“I thought the publishers would be fighting amongst themselves to publish my book. Alas, I was wrong.”
Well you cant really blame a 15 year old to dream big. Can you? This is story of Sarthak Khurana, a 15 year old writer, his journey into the world of publishing. On getting rejected several times and getting his first book published , a crime thriller titled – “A teaspoon of death”. We don’t know how good or bad the book is , after all who is anyone to judge really. But reading though this story will make you realise there is indeed no substitute for hard work & persistence.
Here’s his story,
I still remember that beautiful spring day, when I’d finally scraped my thoughts together into a manuscript. “A Teaspoon of Death” I’d call it. I compiled these notes together in my ninth grade maths and science classes, hiding them under my course books. Needless to say, I nearly failed in maths and barely passed in my science exam.
As a debut author and literally zero knowledge of the industry, I wasn’t afraid that my work wouldn’t be accepted, but rather quite confident that the first publisher I show my work to was going to offer me a contract. But still, to be at a safer side, I sent my work to about a dozen publishers, including Penguin, Rupa, Hachette, Bloomsbury and others among reputed publishers. Most publishers take about three to six months to reply.
The first month was oblivious and I received no replies. From the second month onwards, the rejections started rolling in. “They’re going to regret it.” I used to reassure myself. However, I made sure that I send out my proposal to about five more publishers in place of each rejection I faced. During those days, I found out about literary agents, people who propose your work to publishers for you. I sat up one night and sent a proposal to about 200 of these literary agents. Another month was coming to an end. The flow of my emails had increased significantly, only for the rejections. That was the first time I’d thought to give up. I’d given up on reaching out to more and more people and calmly waited for rejections.
One day, when I was going through these rejection mails, a beam of hope blistered through. ONE PUBLISHER HAD DECIDED TO LOOK DEEPER INTO MY WORK. I couldn’t believe it. About a month later, a received a contract from him to publish my work. He was ready to bet on a young boy’s work.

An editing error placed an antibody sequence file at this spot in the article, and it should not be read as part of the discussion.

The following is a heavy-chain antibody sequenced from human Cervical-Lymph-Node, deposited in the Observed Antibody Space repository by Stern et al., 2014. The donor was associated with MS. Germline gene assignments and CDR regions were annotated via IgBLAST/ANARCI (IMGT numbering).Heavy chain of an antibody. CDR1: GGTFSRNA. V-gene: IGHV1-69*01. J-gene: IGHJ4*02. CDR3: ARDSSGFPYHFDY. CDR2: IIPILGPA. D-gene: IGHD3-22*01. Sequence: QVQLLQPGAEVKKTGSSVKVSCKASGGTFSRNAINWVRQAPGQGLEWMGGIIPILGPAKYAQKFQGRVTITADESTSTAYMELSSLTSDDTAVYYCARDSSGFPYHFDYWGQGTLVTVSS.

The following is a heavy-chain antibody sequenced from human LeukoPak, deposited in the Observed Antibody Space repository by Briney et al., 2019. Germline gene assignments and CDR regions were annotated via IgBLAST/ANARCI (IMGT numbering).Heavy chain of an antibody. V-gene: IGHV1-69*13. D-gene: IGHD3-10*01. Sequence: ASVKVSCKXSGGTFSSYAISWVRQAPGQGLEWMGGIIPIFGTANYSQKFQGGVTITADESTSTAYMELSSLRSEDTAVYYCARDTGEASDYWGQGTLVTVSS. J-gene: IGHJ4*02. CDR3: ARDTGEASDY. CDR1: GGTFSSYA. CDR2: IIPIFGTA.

I ran a quick glance at the contract before signing it, only to be disappointed once again. He asked me for 27,000 rupees in place of 200 copies of my work. “What the hell I’m supposed to do with 200 copies of
my work?” I thought, “Each word is memorized in my head!” And then the sad truth hit me. The big houses publishers already had rejected me and most medium and small publishers didn’t play blind bets. This wasn’t any different than self-publishing.
My heart was shattered again. I had come to a conclusion that either I had to quit or put in money. But I wasn’t quitting any just yet. I gathered up all of my savings and persuaded my dad to fill the difference, to which he agreed. I got in contact with a self-publisher and signed the contract. I was to pay them the following day.
And that day changed my life. My mother called me and started talking with me, “Anyone can get self published, it doesn’t take any real talent, it just needs money,” he said, “Here comes that talentless author who published his work on the basis of his fortune.” Now, I’m not insulting self-published authors, but her words made sense. And canceled my contract right then and resumed my search for publishers again with a new hope. I suppose her words had magic in them, for the next day I got an offer from a traditional publisher.
And that’s the story of the publishing of “A Teaspoon of Death”.
I hope that readers will like it and lend their support for my upcoming works.
About the author : I’m a 15 year old, high school student, who hustled hard to get his first book published. The book is about Wilston Sebastian, a mastermind criminal, a (secret) advisor to the president, a flute player and the cause of a pending world war. He runs all his operations from a jail, until he’s found guilty of causing global unrest, and sentenced to death. This story is how he proves his innocence and stops the war.
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